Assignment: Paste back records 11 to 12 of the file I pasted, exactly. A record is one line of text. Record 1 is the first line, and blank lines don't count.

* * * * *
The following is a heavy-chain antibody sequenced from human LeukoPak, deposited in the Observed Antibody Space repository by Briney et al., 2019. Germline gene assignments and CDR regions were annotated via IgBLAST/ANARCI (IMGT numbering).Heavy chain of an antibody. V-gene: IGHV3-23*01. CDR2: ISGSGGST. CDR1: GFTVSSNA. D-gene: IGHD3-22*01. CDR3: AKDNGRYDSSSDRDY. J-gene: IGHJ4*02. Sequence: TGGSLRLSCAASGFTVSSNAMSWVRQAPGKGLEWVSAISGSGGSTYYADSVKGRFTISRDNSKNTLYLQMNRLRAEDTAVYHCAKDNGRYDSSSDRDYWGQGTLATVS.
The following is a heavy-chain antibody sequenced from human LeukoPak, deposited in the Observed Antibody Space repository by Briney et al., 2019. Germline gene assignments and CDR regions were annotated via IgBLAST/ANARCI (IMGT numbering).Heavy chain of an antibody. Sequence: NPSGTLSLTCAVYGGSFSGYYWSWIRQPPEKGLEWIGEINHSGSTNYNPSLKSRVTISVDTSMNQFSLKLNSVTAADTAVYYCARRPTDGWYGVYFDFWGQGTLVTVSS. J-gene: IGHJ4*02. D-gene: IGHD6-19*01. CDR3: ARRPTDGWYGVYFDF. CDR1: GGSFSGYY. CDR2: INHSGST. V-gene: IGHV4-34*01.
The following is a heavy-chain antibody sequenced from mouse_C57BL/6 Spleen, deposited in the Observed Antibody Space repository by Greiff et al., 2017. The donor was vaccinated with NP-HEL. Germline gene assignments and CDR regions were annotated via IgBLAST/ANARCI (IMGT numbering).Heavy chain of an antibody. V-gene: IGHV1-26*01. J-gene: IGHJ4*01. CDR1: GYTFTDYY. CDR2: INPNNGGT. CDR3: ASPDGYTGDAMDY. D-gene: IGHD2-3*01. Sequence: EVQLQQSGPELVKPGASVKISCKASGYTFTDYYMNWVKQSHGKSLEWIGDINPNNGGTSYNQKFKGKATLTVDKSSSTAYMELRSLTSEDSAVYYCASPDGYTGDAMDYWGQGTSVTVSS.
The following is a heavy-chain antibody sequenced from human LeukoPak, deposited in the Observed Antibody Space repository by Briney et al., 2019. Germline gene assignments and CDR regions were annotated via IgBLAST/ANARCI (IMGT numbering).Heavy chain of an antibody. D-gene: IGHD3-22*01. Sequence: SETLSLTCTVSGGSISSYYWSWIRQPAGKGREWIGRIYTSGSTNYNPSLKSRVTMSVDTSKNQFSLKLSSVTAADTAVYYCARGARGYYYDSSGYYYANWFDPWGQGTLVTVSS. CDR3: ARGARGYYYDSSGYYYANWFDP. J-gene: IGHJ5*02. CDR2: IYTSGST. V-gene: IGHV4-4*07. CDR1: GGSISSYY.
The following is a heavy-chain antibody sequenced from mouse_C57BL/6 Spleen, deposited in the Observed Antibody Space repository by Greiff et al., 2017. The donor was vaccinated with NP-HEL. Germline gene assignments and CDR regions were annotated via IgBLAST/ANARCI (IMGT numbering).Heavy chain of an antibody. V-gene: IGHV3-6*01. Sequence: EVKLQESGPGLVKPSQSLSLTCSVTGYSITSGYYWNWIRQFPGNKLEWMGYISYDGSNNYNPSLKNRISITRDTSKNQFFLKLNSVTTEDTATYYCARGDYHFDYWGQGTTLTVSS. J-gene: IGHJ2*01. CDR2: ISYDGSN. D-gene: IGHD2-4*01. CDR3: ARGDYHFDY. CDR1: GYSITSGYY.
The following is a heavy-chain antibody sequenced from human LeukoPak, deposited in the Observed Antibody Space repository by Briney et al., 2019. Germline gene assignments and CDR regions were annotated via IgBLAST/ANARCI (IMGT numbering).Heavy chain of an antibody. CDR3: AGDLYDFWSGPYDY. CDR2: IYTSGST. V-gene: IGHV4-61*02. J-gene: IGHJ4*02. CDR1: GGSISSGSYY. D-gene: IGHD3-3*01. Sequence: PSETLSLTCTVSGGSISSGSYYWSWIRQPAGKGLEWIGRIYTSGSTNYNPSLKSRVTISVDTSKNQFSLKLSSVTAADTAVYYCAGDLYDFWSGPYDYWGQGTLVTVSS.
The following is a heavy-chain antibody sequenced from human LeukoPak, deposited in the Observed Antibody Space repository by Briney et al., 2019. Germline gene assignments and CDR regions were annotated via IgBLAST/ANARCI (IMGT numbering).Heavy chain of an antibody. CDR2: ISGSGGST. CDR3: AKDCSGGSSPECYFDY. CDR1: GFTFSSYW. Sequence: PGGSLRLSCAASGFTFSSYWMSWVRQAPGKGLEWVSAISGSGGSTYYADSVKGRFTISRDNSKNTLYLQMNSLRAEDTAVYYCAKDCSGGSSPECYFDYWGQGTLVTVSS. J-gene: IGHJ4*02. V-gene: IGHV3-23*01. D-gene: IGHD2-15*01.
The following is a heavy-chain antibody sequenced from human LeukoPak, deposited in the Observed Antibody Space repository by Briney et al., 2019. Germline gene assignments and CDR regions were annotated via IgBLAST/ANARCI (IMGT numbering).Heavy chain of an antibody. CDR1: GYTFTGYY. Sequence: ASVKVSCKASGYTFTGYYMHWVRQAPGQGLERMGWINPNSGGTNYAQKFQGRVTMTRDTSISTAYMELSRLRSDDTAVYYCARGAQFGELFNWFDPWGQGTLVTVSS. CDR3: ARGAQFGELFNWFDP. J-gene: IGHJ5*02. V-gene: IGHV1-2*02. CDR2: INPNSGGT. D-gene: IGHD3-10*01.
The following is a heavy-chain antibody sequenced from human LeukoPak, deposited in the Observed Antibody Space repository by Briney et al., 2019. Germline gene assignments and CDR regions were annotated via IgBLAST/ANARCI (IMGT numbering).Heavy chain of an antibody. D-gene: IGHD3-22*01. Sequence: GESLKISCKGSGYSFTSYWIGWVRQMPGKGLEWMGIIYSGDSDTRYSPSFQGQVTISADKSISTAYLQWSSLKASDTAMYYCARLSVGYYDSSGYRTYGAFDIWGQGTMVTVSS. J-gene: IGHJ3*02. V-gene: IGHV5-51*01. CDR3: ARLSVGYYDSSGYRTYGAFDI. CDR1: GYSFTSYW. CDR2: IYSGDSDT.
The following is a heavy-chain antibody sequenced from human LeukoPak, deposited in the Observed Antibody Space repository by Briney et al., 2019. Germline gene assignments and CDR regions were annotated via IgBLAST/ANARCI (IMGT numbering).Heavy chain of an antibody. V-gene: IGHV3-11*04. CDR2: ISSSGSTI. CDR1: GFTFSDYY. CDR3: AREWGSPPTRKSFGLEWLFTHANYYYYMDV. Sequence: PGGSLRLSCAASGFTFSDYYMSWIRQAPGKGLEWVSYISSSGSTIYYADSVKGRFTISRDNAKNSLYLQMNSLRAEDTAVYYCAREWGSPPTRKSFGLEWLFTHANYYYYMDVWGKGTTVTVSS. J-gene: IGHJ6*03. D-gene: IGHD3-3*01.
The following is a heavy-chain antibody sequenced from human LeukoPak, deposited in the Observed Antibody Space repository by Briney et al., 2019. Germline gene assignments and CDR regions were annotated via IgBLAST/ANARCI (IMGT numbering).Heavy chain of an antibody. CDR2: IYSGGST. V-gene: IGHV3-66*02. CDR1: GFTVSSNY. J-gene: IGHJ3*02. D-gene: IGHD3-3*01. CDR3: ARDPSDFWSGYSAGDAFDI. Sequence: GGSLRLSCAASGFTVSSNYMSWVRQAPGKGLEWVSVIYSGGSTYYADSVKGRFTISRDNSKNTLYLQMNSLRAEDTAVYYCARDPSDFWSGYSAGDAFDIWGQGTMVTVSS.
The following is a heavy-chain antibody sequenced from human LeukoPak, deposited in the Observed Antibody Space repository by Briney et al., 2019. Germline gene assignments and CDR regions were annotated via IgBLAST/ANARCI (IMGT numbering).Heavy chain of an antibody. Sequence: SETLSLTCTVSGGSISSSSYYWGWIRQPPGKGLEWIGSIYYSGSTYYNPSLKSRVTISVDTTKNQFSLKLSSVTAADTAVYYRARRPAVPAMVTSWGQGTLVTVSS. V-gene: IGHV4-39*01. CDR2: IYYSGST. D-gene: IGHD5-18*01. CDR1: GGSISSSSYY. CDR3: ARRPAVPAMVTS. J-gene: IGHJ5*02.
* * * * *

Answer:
The following is a heavy-chain antibody sequenced from human LeukoPak, deposited in the Observed Antibody Space repository by Briney et al., 2019. Germline gene assignments and CDR regions were annotated via IgBLAST/ANARCI (IMGT numbering).Heavy chain of an antibody. CDR2: IYSGGST. V-gene: IGHV3-66*02. CDR1: GFTVSSNY. J-gene: IGHJ3*02. D-gene: IGHD3-3*01. CDR3: ARDPSDFWSGYSAGDAFDI. Sequence: GGSLRLSCAASGFTVSSNYMSWVRQAPGKGLEWVSVIYSGGSTYYADSVKGRFTISRDNSKNTLYLQMNSLRAEDTAVYYCARDPSDFWSGYSAGDAFDIWGQGTMVTVSS.
The following is a heavy-chain antibody sequenced from human LeukoPak, deposited in the Observed Antibody Space repository by Briney et al., 2019. Germline gene assignments and CDR regions were annotated via IgBLAST/ANARCI (IMGT numbering).Heavy chain of an antibody. Sequence: SETLSLTCTVSGGSISSSSYYWGWIRQPPGKGLEWIGSIYYSGSTYYNPSLKSRVTISVDTTKNQFSLKLSSVTAADTAVYYRARRPAVPAMVTSWGQGTLVTVSS. V-gene: IGHV4-39*01. CDR2: IYYSGST. D-gene: IGHD5-18*01. CDR1: GGSISSSSYY. CDR3: ARRPAVPAMVTS. J-gene: IGHJ5*02.